My work study position in grad school involved the archives of his materials–press clippings, talks, and such. I learned of his opposition to the Vietnam War in 1967–think about that. A bishop whom we all knew had no love for Communism: it was like an ecclesiastical Nixon to China move. It did not play well in buttoned-down Rochester. Neither did his efforts to improve race relations.

Is the man a saint? Should he be?

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DPPL 46: Pius X and the Last Century

STA altar at night smallThe DPPL wraps up its look at history with the twentieth century. A momentous and often-overlooked shift:

46. At the outset of the twentieth century, St. Pope Pius X (1903-1914) proposed bringing the Liturgy closer to the people, thereby “popularizing” it. He maintained that the faithful assimilated the “true Christian spirit” by drawing from its “primary and indispensable source, which is active participation in the most holy mysteries and from the solemn public prayer of the Church”(“Motu proprio Tra le sollecitudini (22.11.1903), in Pii X Pontificis Maximi Acta, I, Akademische Druck-u. Verlagsanstalt, Graz 1971, p. 77). In this way, St. Pope Pius X gave authoritative recognition to the objective superiority of the Liturgy over all other forms of piety; dispelled any confusion between Liturgy and popular piety, indirectly clarified the distinction between both and opened the way for a proper understanding of the relationship that must obtain between them.

In one context, it makes sense for early and frequent celebration of the sacraments, especially the Eucharist. The witness of the first half of the past century is that popular piety and devotions remained strong in many quarters, as the age of First Communion was lowered and more lay people were open to the grace of frequent Communion in their lives.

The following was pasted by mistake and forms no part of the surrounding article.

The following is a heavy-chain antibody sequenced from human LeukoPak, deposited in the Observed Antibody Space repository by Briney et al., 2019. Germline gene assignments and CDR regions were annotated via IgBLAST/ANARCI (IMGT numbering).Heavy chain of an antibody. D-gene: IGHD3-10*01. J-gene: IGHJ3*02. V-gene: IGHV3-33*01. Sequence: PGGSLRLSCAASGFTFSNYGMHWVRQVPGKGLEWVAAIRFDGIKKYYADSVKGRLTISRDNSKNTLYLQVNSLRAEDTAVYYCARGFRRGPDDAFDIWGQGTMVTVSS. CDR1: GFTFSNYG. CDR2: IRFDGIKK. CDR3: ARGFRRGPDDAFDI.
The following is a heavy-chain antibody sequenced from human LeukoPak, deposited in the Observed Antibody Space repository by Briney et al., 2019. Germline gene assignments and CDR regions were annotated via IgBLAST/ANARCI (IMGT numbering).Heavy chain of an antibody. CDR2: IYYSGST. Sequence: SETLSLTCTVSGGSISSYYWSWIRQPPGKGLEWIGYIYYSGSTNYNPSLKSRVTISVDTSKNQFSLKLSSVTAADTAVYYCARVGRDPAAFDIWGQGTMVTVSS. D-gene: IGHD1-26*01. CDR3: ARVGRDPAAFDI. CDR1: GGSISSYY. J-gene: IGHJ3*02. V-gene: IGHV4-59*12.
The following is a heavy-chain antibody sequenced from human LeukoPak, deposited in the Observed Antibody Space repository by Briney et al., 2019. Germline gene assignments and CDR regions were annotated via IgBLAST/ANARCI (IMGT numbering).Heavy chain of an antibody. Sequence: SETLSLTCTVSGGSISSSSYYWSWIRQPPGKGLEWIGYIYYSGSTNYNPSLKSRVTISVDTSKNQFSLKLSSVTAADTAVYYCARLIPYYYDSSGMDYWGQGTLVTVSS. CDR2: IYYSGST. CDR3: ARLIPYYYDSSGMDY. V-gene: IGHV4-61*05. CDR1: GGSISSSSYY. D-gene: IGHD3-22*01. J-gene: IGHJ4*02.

In academic and some experimental circles, a movement crystallized:

Thus was born the liturgical movement which was destined to exercise a prominent influence on the Church of the twentieth century, by virtue of the contribution of many eminent men, noted for their learning, piety and commitment, and in which the Supreme Pontiffs recognized the promptings of the Spirit(Cf. Pius XII, Allocution to the participants of the first International congress on pastoral liturgy, Assisi-Rome, (22.9.1956), in AAS 48 (1956) 712; SC 43). The ultimate aim of the liturgical movement was pastoral in nature (Among those involved with the movement mention must be made of Lambert Beauduin (+1960), Odo Casel (+ 1948), Pius Parsch (+1954), Bernard Botte (+ 1960), Romano Guardini (+ 1968), Josef A. Jungmann (+ 1975), Cipriano Vagaggini (+ 1999), Aimé-Georges Martimort (+2000)), namely, to encourage in the faithful a knowledge of, and love for, the divine mysteries and to restore to them the idea that these same mysteries belong to a priestly people (cf. 1 Pt 2,5).

Knowledge and love for the liturgy: yes, certainly. Where we have yet to grasp is what moves beyond the intellect and the affect. I’m thinking an internalizing of the liturgy. Living it, if you will. Worship as a way of Christian life, not just an aspect of it, not just one more piece in a busy and cluttered puzzle of possibilities.

In the context of the liturgical movement, it is easy to understand why some of its exponents assumed a diffident attitude to popular piety and identified it as one of the causes leading to the degeneration of the Liturgy. They faced many of the abuses deriving from the superimposition of pious exercises on the Liturgy as well as instances where the Liturgy was displaced by acts of popular worship. In their efforts to restore the purity of divine worship, they took as their ideal the Liturgy of the early centuries of the Church, and consequently radically rejected any form of popular piety deriving from the Middle Ages or the post-Tridentine period.

And perhaps this was too cold and calculating to have a desired effect. One cannot subtract without offering a better addition. In a way, there were elements of post-Tridentine magicalism at work–doing Vatican II  in a Vatican I way as my wife would call it. In many places, the Low Mass and its inheritor, the quickie four-hymn sandwich were simply insufficient to bear the load previously offered by Catholic devotional life. Say-the-black, do-the-red is a fine formula for cooking out of a book. It gives a busy or even a negligent priest some creature comfort. But it is not a formula for authentic renewal.